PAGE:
Jamaica removed from FATF “grey list” of countries

Jamaica has been removed from the Financial Action Task Force, FATF’s “grey list” of countries  assessed as having strategic deficiencies in their Anti-Money Laundering and Countering the Financing of Terrorism, AML/CFT Regimes.

Finance Minister Dr. Nigel Clarke, who is in Singapore for FATF meetings, made the announcement this morning.

In a statement released by FATF on the conclusion of the plenary in Singapore, FATF welcomed “Jamaica’s significant progress in improving its AML/CFT Regime.

According to FATF,  “Jamaica strengthened the effectiveness of its AML/CFT Regime to meet the commitments in its action plan regarding the strategic deficiencies that FATF identified in February 2020”.

As such, FATF concluded that Jamaica is “no longer subject to its increased monitoring process.”

This is a significant achievement for Jamaica.

Jamaica was placed on the grey list by FATF in February 2020. 

Placement on the  “grey list” signals to international financial and other institutions to take special care when transacting with entities and individuals from a FATF  “grey listed” country.

This makes transacting with FATF “grey listed” countries more expensive.

In the aftermath of the FATF “grey listing”, the government agreed to a 13-point action plan with FATF to address Jamaica’s AML/CFT deficiencies.

Despite the dislocating onset of the COVID-19 pandemic shortly after the agreement, Jamaica delivered on the full range of legislative and regulatory reforms detailed in the action plan and ensured that the implementation of these was effective.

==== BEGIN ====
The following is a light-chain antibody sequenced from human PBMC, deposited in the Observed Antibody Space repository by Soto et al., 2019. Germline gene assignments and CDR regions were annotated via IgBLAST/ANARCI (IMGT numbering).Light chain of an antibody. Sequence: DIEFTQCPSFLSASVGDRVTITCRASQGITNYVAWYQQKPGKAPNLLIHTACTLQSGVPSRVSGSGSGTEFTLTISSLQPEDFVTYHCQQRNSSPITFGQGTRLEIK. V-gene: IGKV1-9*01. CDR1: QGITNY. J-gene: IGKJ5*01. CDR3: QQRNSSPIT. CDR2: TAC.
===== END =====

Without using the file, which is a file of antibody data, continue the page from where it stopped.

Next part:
A joint group from FATF visited Jamaica six weeks ago for an onsite visit to assess the effectiveness of Jamaica’s implementation of the action plan. 

The joint group confirmed to FATF that Jamaica has a robust and comprehensive understanding of its money laundering and terrorist financing risks and in its report to FATF, the joint group highlighted that in some instances of the implementation of its AML/CFT framework, Jamaica was an example of global good practice.

Dr. Clarke says as Jamaica prepares to assume the Chair of the Caribbean Action Task Force in December 2024, when it hosts the organization’s 59th plenary, the country pledges its unwavering commitment to ensuring it builds on this achievement and maintains up-to-date with the latest global standards in the AML/CFT and Countering Proliferation Financing (“CPF”) spaces. 

Jamaica, like other countries, is now preparing for the globally applicable 5th round of AML/CFT/CPF mutual evaluations scheduled to take place in mid-2026.

Before the end of 2025, Jamaica will need to amend or introduce new laws.


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